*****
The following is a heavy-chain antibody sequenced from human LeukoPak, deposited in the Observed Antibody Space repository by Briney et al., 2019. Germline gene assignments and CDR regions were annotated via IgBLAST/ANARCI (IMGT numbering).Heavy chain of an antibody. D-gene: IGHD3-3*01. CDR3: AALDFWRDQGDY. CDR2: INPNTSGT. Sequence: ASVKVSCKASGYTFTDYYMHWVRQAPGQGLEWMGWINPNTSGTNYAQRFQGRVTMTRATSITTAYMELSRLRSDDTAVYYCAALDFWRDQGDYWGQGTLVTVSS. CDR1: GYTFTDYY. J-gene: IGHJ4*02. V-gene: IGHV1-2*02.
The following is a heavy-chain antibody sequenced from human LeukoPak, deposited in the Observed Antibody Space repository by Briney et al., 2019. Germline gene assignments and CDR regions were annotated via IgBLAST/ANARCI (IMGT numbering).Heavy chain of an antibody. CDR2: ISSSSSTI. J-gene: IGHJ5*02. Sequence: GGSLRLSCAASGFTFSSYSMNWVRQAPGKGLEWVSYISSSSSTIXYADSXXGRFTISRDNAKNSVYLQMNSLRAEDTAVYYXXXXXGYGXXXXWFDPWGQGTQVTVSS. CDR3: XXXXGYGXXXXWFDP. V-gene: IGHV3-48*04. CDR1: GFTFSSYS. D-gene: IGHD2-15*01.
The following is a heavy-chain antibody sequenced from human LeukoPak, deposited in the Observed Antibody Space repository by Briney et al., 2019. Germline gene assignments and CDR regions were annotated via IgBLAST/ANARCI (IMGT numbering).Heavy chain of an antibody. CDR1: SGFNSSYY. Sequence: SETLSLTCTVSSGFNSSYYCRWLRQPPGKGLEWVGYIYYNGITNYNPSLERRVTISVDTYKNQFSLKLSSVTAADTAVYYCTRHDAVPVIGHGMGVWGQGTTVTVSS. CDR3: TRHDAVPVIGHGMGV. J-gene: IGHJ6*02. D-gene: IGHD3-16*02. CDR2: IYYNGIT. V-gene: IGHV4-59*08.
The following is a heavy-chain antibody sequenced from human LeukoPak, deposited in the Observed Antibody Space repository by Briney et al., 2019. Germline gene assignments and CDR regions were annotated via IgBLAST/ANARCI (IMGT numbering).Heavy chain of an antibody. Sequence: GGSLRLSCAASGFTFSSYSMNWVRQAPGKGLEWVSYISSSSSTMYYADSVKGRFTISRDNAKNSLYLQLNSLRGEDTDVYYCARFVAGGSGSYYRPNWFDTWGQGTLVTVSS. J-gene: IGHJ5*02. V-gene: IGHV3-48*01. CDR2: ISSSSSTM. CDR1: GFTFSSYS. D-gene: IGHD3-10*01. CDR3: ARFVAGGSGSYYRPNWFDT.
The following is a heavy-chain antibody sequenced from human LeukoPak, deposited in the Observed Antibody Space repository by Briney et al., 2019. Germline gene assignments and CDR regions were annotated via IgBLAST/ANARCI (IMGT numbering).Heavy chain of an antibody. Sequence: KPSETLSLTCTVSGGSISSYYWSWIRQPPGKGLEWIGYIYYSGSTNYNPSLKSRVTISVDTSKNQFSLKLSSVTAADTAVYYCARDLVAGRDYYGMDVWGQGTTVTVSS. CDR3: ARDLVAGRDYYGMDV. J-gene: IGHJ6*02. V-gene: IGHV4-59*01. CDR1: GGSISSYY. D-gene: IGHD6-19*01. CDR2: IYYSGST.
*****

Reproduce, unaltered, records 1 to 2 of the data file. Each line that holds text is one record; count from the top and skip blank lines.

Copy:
The following is a heavy-chain antibody sequenced from human LeukoPak, deposited in the Observed Antibody Space repository by Briney et al., 2019. Germline gene assignments and CDR regions were annotated via IgBLAST/ANARCI (IMGT numbering).Heavy chain of an antibody. D-gene: IGHD3-3*01. CDR3: AALDFWRDQGDY. CDR2: INPNTSGT. Sequence: ASVKVSCKASGYTFTDYYMHWVRQAPGQGLEWMGWINPNTSGTNYAQRFQGRVTMTRATSITTAYMELSRLRSDDTAVYYCAALDFWRDQGDYWGQGTLVTVSS. CDR1: GYTFTDYY. J-gene: IGHJ4*02. V-gene: IGHV1-2*02.
The following is a heavy-chain antibody sequenced from human LeukoPak, deposited in the Observed Antibody Space repository by Briney et al., 2019. Germline gene assignments and CDR regions were annotated via IgBLAST/ANARCI (IMGT numbering).Heavy chain of an antibody. CDR2: ISSSSSTI. J-gene: IGHJ5*02. Sequence: GGSLRLSCAASGFTFSSYSMNWVRQAPGKGLEWVSYISSSSSTIXYADSXXGRFTISRDNAKNSVYLQMNSLRAEDTAVYYXXXXXGYGXXXXWFDPWGQGTQVTVSS. CDR3: XXXXGYGXXXXWFDP. V-gene: IGHV3-48*04. CDR1: GFTFSSYS. D-gene: IGHD2-15*01.